It’s not often that professional wrestling can shock me more. Of the four horsemen brutally attacking Ricky Morton in the locker room to Mick Foley throwing himself from the top of a steel cage, to the not so surprised betrayal of Cody Rhodes by the bad guy Maxwell Jacob Friedman, I have seen him everywhere over the years , always delighted with the foreseeable unpredictability of the fight.
But when I looked up at the clock on the wall as Jake Hager made his way to the ring for a title match in an empty arena with Jon Moxley and more than 30 minutes of television time remained, my jaw fell to the proverbial ground.
It is a long game for anyone to succeed, especially without the benefit of an enthusiastic crowd to help provide spiritual support. Without an audience to help guide the emotional beating of the game, fighting in empty arenas can feel sterile and devoid of spirit. There is a void that extends beyond the vacant chairs, an absence of life that hides everything that hums the struggle.
There are a handful of AEW wrestlers who could make a match like this, charismatic technicians capable of flying in artistic wonder – but Moxley and Hager are not these men.
You could see what the two were trying to accomplish. And my goodness have they ever tried. No one could pretend that the effort was not there to make it a memorable moment for fans who could enjoy a respite from the real world right now.
Unfortunately, he just didn’t click.
The opening section, a display of slow, heavy wrestling of carpet, never quite gelled. Either way, the match got even more winding as they took it outside, the opportunity for hardcore spots to appear and disappear, endless 10 minutes without end nothing violent from a distance.
It resumed on arrival, unsurprisingly, when the two returned to what they know best: direct professional wrestling. Moxley nailed Hager with a hard clothesline and won a stiff knee as a receipt. Business, as they say, resumed from there, and ended with a satisfactorily clean finish.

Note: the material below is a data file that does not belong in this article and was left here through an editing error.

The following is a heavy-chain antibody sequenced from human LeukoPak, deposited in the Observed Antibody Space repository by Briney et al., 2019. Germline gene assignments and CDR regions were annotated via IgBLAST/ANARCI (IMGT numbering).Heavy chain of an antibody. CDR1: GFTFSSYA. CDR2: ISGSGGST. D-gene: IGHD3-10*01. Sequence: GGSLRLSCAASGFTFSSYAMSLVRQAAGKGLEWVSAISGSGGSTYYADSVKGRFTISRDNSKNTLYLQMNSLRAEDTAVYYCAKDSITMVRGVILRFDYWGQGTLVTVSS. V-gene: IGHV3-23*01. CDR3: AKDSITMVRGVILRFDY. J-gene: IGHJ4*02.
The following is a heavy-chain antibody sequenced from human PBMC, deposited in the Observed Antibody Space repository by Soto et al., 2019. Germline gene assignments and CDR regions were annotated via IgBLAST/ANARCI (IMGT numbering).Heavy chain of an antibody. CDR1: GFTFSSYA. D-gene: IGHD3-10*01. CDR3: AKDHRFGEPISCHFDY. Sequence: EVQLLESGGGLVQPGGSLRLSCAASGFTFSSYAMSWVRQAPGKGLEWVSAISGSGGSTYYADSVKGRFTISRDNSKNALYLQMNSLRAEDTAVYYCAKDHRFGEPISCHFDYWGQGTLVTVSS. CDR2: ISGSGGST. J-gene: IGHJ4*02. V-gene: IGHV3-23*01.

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Absolutely vicious clothesline of the champion @JonMoxley ? #AEWDynamite https://t.co/K23TrwHJFV
He stood out as a failure, in part, because until the main event, the show had been a constant delight, another triumph for a promotion that brought him out of the park week after week, meeting the pandemic of coronavirus head-on and consistently deliver fantastic television no matter what challenges it has faced.
Dynamite had previously delivered several entertaining games, each made special by the incredible impromptu ad team of Chris Jericho and Tony Schiavone. The already emblematic duo is played like the best broadcasting partners, showing the chemistry that made Jesse Ventura and Vince McMahon or Bobby Heenan and Gorilla Monsoon such immortal couples.
That energy was lost when the main event moved to a one person stand with Jim Ross, an industry legend who doesn’t have the style to lead a long solo game. No one really does, but the contrast between Ross and the comedic duo that preceded him was shocking. It’s as if we’re watching a light, airy fun show with Pineapple Pete and Orange Cassidy and the whole gang, before being plunged into a dark and apocalyptic hell landscape for the main event.
AEW, like everyone in sports and entertainment, learns what works and what doesn’t in this new world, tests the limits and tries to find out what the public wants to see in this unusually dark time for the nation and the world.
AEW has relied heavily on two of its strengths, comedy and incredible video packages that humanize performers – and it works. And the promotion will continue to improve, as it will have more opportunities to try and sometimes fail.
Hager and Moxley performed their best swing on a moving target – and they missed. It happens, even for a promotion as consistent as AEW. These rare failures are not fatal, and having the courage to dust yourself off, stand up and try again is the way AEW will perfect a formula it is about to create.
Jonathan Snowden covers combat sports for Bleacher Report.